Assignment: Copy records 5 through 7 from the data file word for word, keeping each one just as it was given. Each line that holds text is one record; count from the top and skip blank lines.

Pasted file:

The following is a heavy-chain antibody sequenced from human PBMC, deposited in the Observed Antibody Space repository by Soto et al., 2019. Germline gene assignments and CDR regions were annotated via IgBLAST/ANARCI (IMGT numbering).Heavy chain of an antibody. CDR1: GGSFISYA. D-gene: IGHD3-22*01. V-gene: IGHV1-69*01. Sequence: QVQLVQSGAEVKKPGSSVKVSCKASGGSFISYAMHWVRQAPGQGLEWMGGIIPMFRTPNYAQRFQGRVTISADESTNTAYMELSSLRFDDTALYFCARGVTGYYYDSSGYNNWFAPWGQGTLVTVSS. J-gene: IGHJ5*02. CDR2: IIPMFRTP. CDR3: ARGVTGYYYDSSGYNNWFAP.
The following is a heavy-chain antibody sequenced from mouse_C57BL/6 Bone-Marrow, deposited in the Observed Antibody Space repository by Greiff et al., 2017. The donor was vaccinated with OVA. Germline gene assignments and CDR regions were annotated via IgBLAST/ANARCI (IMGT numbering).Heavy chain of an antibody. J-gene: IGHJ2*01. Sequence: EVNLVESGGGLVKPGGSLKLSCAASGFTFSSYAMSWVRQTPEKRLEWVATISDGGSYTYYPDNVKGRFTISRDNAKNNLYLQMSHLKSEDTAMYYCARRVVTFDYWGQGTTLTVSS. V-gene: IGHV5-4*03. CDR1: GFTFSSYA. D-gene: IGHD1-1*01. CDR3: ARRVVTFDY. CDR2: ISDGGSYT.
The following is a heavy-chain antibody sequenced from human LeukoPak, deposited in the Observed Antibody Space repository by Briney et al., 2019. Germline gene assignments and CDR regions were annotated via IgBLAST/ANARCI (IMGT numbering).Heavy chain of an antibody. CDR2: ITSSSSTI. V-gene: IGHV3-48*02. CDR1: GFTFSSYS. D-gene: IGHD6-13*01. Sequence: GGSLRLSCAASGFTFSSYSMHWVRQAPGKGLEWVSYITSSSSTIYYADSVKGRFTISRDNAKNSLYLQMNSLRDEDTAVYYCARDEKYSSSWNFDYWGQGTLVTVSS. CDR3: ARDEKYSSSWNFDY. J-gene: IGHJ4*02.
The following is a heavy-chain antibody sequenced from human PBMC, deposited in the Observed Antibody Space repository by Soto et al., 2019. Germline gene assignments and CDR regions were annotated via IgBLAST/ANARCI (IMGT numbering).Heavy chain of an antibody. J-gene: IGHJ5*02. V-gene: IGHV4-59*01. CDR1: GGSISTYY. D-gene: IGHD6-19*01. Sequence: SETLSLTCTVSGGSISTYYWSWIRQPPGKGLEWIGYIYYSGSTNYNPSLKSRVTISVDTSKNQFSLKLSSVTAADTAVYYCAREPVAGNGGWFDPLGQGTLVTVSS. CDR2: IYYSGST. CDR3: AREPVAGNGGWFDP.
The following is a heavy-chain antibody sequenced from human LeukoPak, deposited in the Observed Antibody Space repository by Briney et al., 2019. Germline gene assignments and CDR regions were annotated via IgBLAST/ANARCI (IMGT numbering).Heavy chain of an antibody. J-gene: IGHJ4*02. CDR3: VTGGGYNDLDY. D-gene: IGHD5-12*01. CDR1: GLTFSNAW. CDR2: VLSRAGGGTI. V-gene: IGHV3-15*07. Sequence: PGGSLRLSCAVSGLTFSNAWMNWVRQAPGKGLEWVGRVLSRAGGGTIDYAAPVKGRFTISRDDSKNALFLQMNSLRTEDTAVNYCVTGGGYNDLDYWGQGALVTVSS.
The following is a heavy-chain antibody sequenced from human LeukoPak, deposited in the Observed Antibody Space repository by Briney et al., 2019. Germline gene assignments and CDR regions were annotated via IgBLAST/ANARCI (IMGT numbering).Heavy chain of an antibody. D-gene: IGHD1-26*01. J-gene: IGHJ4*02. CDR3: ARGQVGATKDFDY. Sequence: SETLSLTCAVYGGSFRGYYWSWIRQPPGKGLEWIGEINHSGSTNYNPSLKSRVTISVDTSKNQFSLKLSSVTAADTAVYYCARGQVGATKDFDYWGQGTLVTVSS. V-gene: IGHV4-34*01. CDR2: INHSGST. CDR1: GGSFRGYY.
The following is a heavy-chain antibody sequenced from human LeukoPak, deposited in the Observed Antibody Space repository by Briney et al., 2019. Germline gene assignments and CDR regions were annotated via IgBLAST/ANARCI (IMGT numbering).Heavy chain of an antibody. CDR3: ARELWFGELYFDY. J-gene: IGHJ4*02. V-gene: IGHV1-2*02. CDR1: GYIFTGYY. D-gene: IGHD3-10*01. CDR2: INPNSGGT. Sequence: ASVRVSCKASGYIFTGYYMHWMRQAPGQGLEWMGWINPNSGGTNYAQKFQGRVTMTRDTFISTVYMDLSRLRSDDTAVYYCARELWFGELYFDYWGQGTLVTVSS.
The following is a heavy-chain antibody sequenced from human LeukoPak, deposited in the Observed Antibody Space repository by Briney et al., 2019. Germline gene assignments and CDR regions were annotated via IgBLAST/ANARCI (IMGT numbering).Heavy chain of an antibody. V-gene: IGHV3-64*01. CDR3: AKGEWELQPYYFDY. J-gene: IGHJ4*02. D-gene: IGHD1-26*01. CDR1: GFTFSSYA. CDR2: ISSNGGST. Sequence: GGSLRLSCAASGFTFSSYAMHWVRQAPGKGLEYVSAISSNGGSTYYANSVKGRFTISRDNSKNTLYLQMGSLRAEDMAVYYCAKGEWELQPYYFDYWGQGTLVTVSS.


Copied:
The following is a heavy-chain antibody sequenced from human LeukoPak, deposited in the Observed Antibody Space repository by Briney et al., 2019. Germline gene assignments and CDR regions were annotated via IgBLAST/ANARCI (IMGT numbering).Heavy chain of an antibody. J-gene: IGHJ4*02. CDR3: VTGGGYNDLDY. D-gene: IGHD5-12*01. CDR1: GLTFSNAW. CDR2: VLSRAGGGTI. V-gene: IGHV3-15*07. Sequence: PGGSLRLSCAVSGLTFSNAWMNWVRQAPGKGLEWVGRVLSRAGGGTIDYAAPVKGRFTISRDDSKNALFLQMNSLRTEDTAVNYCVTGGGYNDLDYWGQGALVTVSS.
The following is a heavy-chain antibody sequenced from human LeukoPak, deposited in the Observed Antibody Space repository by Briney et al., 2019. Germline gene assignments and CDR regions were annotated via IgBLAST/ANARCI (IMGT numbering).Heavy chain of an antibody. D-gene: IGHD1-26*01. J-gene: IGHJ4*02. CDR3: ARGQVGATKDFDY. Sequence: SETLSLTCAVYGGSFRGYYWSWIRQPPGKGLEWIGEINHSGSTNYNPSLKSRVTISVDTSKNQFSLKLSSVTAADTAVYYCARGQVGATKDFDYWGQGTLVTVSS. V-gene: IGHV4-34*01. CDR2: INHSGST. CDR1: GGSFRGYY.
The following is a heavy-chain antibody sequenced from human LeukoPak, deposited in the Observed Antibody Space repository by Briney et al., 2019. Germline gene assignments and CDR regions were annotated via IgBLAST/ANARCI (IMGT numbering).Heavy chain of an antibody. CDR3: ARELWFGELYFDY. J-gene: IGHJ4*02. V-gene: IGHV1-2*02. CDR1: GYIFTGYY. D-gene: IGHD3-10*01. CDR2: INPNSGGT. Sequence: ASVRVSCKASGYIFTGYYMHWMRQAPGQGLEWMGWINPNSGGTNYAQKFQGRVTMTRDTFISTVYMDLSRLRSDDTAVYYCARELWFGELYFDYWGQGTLVTVSS.